GHOSTBUSTERS: AFTERLIFE (FILM/VIDEO/AUDIO): B+/A/A+
All three films are presented on separate 4K Ultra HD and Blu-ray discs, representing six of the discs in this new Ultimate Collection. The other two discs are devoted to additional bonus materials for all three films, including a mix of brand new and vintage material. Each disc includes the following:
DISC ONE: GHOSTBUSTERS (UHD)
DISC TWO: GHOSTBUSTERS (BD)
- Audio Commentary with Eric Reich, Troy Benjamin, Chris Stewart, Ashley Victoria Robinson, and Sean Bishop
- Audio Commentary with Ivan Reitman, Harold Ramis, and Joe Medjuck
- Slimer Mode: Picture-in-Picture
- Tricks & Trivia
The first audio commentary is by long-time Ghostbusters fans Eric Reich from Ghost Corps, podcasters Troy Benjamin, Chris Stewart, Ashley Victoria Robinson, and prop replica expert Sean Bishop. It’s a decent commentary, though the contributors tend to talk over each other, attempt to make jokes, and enjoy the film instead of comment on it. Occasionally information is doled out, but nothing that hasn’t been said elsewhere. The classic commentary with Ivan Reitman, Harold Ramis, and Joe Medjuck is still an informative and funny listen. It’s unfortunate that technology cannot allow for the MST3K-style video portion from the original 1999 DVD release, but the commentary is still a great listen. Slimer Mode includes a picture-in-picture experience, showcasing interviews with cast and crew as the film plays. The Tricks & Trivia subtitle track offers a variety of information about the making of the film.
DISC THREE: GHOSTBUSTERS II (UHD)
DISC FOUR: GHOSTBUSTERS II (BD)
- Audio Commentary with Ivan Reitman, Dan Aykroyd, and Joe Medjuck
The new-ish audio commentary with Ivan Reitman, Dan Aykroyd, and Joe Medjuck isn’t quite as fun or revelatory as its predecessor. The three men haven’t seen the film in a while, nor do they remember quite as much about it. They provide some occasionally interesting anecdotes, but fall back into the trap of just watching the film. They also have occasional difficulty in remembering things, which isn’t necessarily a problem, but at one point, one of them refers to Bobby Brown as M.C. Hammer. Methinks a retake after the fact might have been in order.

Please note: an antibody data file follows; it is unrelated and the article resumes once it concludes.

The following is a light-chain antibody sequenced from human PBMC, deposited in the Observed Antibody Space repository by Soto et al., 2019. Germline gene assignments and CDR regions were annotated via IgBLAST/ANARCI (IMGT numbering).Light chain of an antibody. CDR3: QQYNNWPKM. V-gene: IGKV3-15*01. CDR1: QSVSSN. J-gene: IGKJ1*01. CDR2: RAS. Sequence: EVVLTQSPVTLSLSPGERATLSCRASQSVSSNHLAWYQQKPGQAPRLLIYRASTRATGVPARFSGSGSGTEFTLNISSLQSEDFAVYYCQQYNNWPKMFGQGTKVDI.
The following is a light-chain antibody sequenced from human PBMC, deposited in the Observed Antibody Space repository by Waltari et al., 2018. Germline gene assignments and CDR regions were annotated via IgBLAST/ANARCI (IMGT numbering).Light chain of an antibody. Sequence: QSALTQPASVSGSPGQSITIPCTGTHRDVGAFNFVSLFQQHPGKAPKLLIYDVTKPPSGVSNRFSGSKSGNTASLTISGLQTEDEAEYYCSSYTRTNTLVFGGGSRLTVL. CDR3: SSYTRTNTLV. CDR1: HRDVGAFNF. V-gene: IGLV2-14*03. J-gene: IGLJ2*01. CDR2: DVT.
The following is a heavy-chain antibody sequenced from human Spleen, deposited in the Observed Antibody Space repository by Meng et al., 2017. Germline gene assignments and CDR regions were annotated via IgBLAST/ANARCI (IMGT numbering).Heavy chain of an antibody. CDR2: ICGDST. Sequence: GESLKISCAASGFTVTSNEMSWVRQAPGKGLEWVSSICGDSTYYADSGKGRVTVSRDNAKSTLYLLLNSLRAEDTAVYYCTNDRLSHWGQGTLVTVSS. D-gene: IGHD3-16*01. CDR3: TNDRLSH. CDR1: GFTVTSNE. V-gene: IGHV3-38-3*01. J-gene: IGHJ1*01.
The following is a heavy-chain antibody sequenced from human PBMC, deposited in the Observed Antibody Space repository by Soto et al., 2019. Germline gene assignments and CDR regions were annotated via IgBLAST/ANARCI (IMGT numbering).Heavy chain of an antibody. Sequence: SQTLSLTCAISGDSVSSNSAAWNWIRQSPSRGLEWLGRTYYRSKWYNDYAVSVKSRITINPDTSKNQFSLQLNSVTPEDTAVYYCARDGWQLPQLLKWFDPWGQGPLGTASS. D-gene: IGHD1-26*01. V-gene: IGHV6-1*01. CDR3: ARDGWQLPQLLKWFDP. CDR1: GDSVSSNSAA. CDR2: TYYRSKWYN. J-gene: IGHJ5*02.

DISC FIVE: GHOSTBUSTERS: AFTERLIFE (UHD)
- Spider-Man: Homecoming Trailer (HD – 2:56)
- Venom: Let There Be Carnage Trailer (HD – 2:36)
- Journal for Jordan Trailer (HD – 1:40)
- Morbius Trailer (HD – 2:47)
- Uncharted Trailer (HD – 2:25)
DISC SIX: GHOSTBUSTERS: AFTERLIFE (BD)
- Summoning the Spirit: Making Ghostbusters: Afterlife (HD – 19:50)
- The Gearhead’s Guide to Ghostbusters Gadgets (HD – 6:12)
- Spectral Effects: The Ghosts of Afterlife (HD – 6:29)
- Bringing Ecto-1 Back to Life (HD – 4:49)
- We Got One! Easter Eggs Revealed (HD – 7:49)
- Ghostbusters: A Look Back (HD – 10:37)
- Deleted Scene: Is It Too Late? (HD – 1:24)
- Previews (HD – 14:48)
Summoning the Spirit is a general overview of where the ideas for Ghostbusters: Afterlife came from, the story, the cast, the crew, the practical and computer-generated effects, costumes, and Harold Ramis. Gearhead’s Guide discusses the film’s many gadgets. Spectral Effects talks about the ghosts and how the effects for them were achieved. Bringing Ecto-1 Back to Life delves into the cars that had to be assembled and aged to represent the Ecto-1 in the film. We Got One! goes into the film’s many “Easter eggs” (though I’m not sure things seen in plain sight should be considered as such). Ghostbusters: A Look Back features interviews with Ivan Reitman, Bill Murray, Dan Aykroyd, Sigourney Weaver, Ernie Hudson, and Annie Potts about the legacy of the original film. The Deleted Scene is fleeting as Janine brings Callie Egon’s remains. The Previews offer the same selection of trailers from the Ultra HD disc.